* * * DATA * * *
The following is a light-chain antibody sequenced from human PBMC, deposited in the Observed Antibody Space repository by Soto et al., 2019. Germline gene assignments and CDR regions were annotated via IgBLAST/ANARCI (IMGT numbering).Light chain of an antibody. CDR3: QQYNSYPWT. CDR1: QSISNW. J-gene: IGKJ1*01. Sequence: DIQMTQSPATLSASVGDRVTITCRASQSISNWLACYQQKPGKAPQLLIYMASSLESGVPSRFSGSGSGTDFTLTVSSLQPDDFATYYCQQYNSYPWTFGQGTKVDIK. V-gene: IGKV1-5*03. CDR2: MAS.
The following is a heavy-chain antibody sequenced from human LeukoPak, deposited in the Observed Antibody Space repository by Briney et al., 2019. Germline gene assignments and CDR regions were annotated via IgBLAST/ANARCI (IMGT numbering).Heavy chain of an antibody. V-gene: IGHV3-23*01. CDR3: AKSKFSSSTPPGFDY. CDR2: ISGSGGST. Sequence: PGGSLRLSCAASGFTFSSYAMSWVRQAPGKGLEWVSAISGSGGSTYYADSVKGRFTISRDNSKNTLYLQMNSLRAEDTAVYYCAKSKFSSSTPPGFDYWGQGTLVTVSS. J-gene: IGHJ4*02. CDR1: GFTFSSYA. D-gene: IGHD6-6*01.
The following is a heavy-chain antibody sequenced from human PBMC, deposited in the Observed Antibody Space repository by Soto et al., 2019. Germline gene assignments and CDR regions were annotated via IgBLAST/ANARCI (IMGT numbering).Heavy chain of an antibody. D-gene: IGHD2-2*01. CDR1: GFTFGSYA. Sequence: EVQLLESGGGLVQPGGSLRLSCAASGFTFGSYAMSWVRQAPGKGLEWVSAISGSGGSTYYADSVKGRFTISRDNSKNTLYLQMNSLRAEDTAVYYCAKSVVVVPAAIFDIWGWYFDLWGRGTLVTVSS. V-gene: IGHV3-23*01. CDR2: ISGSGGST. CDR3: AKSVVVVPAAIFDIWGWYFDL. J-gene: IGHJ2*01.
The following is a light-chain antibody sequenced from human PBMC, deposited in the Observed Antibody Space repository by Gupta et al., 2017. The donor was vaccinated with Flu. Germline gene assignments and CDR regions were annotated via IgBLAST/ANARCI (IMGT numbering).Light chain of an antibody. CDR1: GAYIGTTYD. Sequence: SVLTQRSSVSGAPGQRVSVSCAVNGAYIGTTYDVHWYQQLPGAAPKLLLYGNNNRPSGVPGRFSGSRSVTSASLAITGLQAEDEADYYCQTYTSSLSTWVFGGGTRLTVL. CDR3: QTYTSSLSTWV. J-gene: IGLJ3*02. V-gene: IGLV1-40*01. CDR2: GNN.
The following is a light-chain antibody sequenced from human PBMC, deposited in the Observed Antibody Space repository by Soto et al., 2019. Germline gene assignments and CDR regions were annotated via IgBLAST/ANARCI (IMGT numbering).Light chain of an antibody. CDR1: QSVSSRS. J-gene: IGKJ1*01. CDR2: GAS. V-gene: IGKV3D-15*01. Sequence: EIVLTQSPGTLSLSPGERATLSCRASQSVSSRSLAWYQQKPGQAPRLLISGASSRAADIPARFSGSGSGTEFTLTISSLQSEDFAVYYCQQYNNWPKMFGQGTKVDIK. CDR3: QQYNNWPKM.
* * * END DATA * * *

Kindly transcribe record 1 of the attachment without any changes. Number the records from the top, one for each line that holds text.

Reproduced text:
The following is a light-chain antibody sequenced from human PBMC, deposited in the Observed Antibody Space repository by Soto et al., 2019. Germline gene assignments and CDR regions were annotated via IgBLAST/ANARCI (IMGT numbering).Light chain of an antibody. CDR3: QQYNSYPWT. CDR1: QSISNW. J-gene: IGKJ1*01. Sequence: DIQMTQSPATLSASVGDRVTITCRASQSISNWLACYQQKPGKAPQLLIYMASSLESGVPSRFSGSGSGTDFTLTVSSLQPDDFATYYCQQYNSYPWTFGQGTKVDIK. V-gene: IGKV1-5*03. CDR2: MAS.